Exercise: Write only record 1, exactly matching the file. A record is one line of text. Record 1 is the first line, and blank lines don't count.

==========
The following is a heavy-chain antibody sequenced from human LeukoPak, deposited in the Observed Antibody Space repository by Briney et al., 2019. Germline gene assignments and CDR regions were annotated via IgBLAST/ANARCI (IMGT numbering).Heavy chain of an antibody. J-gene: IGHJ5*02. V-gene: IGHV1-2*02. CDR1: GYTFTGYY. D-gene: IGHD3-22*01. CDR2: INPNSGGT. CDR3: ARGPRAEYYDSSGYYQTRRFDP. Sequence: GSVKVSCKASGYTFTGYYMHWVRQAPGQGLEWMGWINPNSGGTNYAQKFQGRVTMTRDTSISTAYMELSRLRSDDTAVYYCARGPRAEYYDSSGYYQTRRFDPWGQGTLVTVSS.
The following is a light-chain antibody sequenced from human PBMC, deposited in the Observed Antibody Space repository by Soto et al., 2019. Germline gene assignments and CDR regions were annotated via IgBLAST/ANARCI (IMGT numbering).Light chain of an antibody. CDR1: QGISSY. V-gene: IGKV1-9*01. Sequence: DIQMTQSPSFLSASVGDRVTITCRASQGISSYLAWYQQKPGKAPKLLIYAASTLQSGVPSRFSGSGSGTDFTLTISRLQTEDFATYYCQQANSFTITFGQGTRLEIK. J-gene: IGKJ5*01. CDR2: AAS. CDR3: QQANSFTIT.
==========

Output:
The following is a heavy-chain antibody sequenced from human LeukoPak, deposited in the Observed Antibody Space repository by Briney et al., 2019. Germline gene assignments and CDR regions were annotated via IgBLAST/ANARCI (IMGT numbering).Heavy chain of an antibody. J-gene: IGHJ5*02. V-gene: IGHV1-2*02. CDR1: GYTFTGYY. D-gene: IGHD3-22*01. CDR2: INPNSGGT. CDR3: ARGPRAEYYDSSGYYQTRRFDP. Sequence: GSVKVSCKASGYTFTGYYMHWVRQAPGQGLEWMGWINPNSGGTNYAQKFQGRVTMTRDTSISTAYMELSRLRSDDTAVYYCARGPRAEYYDSSGYYQTRRFDPWGQGTLVTVSS.